WSU Vancouver cultural anthropology major Emma R. Johnson has received a prestigious and nationally competitive Udall Undergraduate Scholarship in its tribal public policy category.
“The Udall (Scholarship) is incredibly important to me,” said Johnson. “Completing all the work to apply and then being successful, it’s a really huge deal. It is helping me complete my education.”
Johnson is WSU’s fifth Udall recipient since 2015. The Udall Foundation, a federal agency, works both to strengthen the appreciation and stewardship of the environment, public lands and natural resources, and to strengthen Native Nations to facilitate their self-determination, governance and human capital goals.
The scholarship funds Johnson’s college tuition and fees for 2018-19, moving her closer to her career goal of serving the Cowlitz Indian Tribe, of which she is an enrolled member.
“My culture degree will come into play a lot in my future career working with both cultural and natural resources,” she said.
A chemical analysis of excavated bones shows that Mesoamericans had a long history of keeping jaguars and pumas—some of the fiercest predators around—in captivity.
“It’s absolutely solid work,” says Erin Thornton, an anthropologist at Washington State University who specializes in isotope analysis.
“With animal remains from Mesoamerica, it’s very hard to tell if you’re dealing with a captive animal from bones alone,” she said. “Stable isotopes are really the only way to tell if an animal was removed from the wild and put under human management.”
The first social scientist to be invited by the World Health Organization to help Ebola control efforts works right here in Clark County.
Barry Hewlett, an anthropology professor at Washington State University Vancouver, visited Central Africa to help the WHO in 2000, and he has visited the continent about five times as part of response efforts.
Hewlett will share stories on his experience, and how he worked to develop trust between local communities and the international and national response teams, at 7 p.m. Wednesday for Science on Tap at Kiggins Theatre in Vancouver.
When Hewlett first arrived, there was some apprehension from locals when it came to dealing with those response teams.
“The number of cases was going up, even though they were doing everything they thought they needed to do,” Hewlett said. “People were essentially running away from the World Health Organization treatment centers, isolation units and the rest. So the thought is, ‘What’s going on here?’ ”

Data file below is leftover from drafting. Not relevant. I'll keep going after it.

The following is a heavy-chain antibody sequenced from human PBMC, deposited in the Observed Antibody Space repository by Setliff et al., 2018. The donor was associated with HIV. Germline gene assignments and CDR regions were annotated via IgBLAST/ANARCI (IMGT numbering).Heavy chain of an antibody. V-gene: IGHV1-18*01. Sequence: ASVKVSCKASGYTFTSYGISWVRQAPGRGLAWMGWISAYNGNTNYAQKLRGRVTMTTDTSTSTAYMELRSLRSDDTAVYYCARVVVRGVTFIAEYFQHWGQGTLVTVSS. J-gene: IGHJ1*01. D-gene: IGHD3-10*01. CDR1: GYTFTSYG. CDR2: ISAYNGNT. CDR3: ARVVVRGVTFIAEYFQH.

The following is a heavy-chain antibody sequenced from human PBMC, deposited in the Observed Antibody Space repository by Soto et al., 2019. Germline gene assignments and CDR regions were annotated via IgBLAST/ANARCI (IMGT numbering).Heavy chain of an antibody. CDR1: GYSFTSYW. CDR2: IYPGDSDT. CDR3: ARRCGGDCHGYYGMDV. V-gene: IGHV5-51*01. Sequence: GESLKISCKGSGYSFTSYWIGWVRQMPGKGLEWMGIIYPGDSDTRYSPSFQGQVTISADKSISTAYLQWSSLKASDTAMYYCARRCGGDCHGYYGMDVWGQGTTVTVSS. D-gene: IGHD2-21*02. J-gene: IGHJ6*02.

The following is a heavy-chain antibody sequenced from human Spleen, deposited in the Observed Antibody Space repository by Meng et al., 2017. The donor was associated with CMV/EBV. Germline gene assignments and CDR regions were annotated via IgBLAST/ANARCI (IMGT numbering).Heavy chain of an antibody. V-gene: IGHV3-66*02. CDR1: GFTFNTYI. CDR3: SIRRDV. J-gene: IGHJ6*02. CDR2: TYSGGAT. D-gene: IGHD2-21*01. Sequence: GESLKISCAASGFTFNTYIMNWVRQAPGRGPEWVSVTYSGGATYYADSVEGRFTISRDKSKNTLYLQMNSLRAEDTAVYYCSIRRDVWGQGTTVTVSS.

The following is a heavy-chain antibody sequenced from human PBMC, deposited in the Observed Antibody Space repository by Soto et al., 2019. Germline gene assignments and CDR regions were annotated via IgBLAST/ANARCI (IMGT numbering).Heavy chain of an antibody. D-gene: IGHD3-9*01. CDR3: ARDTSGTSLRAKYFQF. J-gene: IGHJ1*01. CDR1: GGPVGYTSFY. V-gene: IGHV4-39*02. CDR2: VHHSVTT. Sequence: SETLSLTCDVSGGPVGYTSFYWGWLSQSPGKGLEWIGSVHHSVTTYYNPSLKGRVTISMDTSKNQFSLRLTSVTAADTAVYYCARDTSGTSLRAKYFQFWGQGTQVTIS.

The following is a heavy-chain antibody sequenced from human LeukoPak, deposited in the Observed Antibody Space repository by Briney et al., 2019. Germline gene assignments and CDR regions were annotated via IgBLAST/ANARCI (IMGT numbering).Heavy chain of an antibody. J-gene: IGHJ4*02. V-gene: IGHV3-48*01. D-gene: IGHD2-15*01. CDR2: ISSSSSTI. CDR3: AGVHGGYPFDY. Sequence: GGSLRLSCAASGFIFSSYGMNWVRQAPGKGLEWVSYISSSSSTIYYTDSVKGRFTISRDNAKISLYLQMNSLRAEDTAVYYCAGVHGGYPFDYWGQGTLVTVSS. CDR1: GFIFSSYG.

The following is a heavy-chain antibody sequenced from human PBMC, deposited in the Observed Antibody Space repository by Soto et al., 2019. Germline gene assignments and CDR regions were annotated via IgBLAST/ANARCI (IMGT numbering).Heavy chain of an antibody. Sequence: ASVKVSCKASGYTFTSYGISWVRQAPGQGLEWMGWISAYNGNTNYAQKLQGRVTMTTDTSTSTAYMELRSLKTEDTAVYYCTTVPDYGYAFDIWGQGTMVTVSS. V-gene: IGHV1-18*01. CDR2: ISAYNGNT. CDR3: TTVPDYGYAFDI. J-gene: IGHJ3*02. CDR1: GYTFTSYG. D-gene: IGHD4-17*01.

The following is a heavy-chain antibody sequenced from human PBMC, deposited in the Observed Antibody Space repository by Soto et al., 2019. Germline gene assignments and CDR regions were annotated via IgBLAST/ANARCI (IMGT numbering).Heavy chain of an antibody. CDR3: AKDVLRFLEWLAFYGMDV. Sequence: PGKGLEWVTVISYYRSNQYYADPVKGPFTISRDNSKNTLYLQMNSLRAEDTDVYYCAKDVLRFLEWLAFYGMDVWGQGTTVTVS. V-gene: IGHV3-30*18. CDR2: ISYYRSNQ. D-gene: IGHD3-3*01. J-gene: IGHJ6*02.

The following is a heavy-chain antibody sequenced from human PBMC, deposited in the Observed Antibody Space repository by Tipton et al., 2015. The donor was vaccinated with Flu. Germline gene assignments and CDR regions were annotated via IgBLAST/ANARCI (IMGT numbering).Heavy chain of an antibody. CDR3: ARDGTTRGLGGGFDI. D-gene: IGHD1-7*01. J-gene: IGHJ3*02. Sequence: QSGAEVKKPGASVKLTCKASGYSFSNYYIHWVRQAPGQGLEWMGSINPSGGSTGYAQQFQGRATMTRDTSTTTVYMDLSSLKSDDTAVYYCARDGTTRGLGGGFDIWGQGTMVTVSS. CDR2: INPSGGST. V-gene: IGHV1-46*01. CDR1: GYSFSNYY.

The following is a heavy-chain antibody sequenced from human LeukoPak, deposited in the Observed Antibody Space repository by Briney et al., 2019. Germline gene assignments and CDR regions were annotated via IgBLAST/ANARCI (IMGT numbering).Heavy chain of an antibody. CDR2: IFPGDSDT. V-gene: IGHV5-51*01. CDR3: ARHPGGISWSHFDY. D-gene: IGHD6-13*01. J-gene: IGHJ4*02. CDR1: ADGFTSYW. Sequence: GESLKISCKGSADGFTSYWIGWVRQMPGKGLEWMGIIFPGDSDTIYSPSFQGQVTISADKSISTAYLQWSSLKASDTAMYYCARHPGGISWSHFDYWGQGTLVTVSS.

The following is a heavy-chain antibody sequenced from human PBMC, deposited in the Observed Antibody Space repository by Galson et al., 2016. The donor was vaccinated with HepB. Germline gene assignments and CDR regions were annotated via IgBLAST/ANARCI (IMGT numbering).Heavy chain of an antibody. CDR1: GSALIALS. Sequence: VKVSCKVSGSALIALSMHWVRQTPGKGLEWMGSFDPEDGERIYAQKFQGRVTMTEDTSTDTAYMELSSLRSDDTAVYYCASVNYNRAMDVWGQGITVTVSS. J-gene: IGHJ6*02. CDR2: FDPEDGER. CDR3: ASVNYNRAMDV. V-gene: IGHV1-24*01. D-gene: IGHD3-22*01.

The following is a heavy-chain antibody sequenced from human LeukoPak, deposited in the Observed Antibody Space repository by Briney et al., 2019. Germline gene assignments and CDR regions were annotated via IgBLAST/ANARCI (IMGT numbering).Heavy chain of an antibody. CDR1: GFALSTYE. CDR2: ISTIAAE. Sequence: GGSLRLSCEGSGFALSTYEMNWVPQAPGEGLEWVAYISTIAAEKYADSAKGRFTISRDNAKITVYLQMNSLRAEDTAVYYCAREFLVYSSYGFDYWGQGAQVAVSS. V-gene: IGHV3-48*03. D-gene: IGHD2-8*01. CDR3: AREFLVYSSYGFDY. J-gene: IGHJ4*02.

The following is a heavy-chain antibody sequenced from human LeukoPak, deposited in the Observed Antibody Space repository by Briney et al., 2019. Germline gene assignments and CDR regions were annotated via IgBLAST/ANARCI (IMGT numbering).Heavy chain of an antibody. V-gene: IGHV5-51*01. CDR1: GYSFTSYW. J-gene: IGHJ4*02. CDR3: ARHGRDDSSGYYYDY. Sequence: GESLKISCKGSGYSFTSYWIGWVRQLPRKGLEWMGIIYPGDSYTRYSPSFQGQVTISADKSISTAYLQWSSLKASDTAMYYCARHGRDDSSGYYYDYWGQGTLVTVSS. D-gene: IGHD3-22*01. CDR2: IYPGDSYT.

Turtles served as more than tasty treats for many Native American tribes throughout North America. In fact, turtle shells were used as rattles and other musical instruments, said FSU Associate Professor of Anthropology Tanya Peres.
“Music is an important part of many cultures in ways we may not realize,” Peres said. “Musical instruments have a deep ancient history in human society and are encoded with meanings beyond their sound making capabilities.”
Peres and lead author Andrew Gillreath-Brown, a doctoral candidate from Washington State University, published their research in the academic journal PLOS One.
The researchers examined the use of turtle shells as percussion instruments in the southeastern United States. They identified and analyzed several partial Eastern box turtle shells from middle Tennessee archaeological sites that they believe were used as rattles.
In the past, turtle shells found at archaeological sites were often dismissed as food remains.
New evidence shows for the first time that the North American Southwest was home to a smattering of scarlet macaw breeding centers as early as 900 AD. Prized by the prehistoric residents of New Mexico’s Chaco Canyon for their religious and cultural significance, macaws appear to have been raised in one of the first sustainable systems of non-agricultural animal husbandry in this region, a nod to the sophistication of early residents of the American Southwest.
“It’s in [native peoples’] social memory how important macaws were,” says Erin Smith, a doctoral candidate in anthropology at Washington State University. “Even at points in history when trade relationships broke down, they were a significant part of the culture.”
The presence of an early aviary indicates that villages of this era were already starting to specialize in sectors of business: Raising macaws served one purpose and one purpose alone—but met growing demand for a highly valuable commodity.
“For a long time, people doubted there were these intense connections [between such distant locales],” says Smith. “This paper is providing solid DNA evidence of these connections, and how complex and dynamic these relationships were.”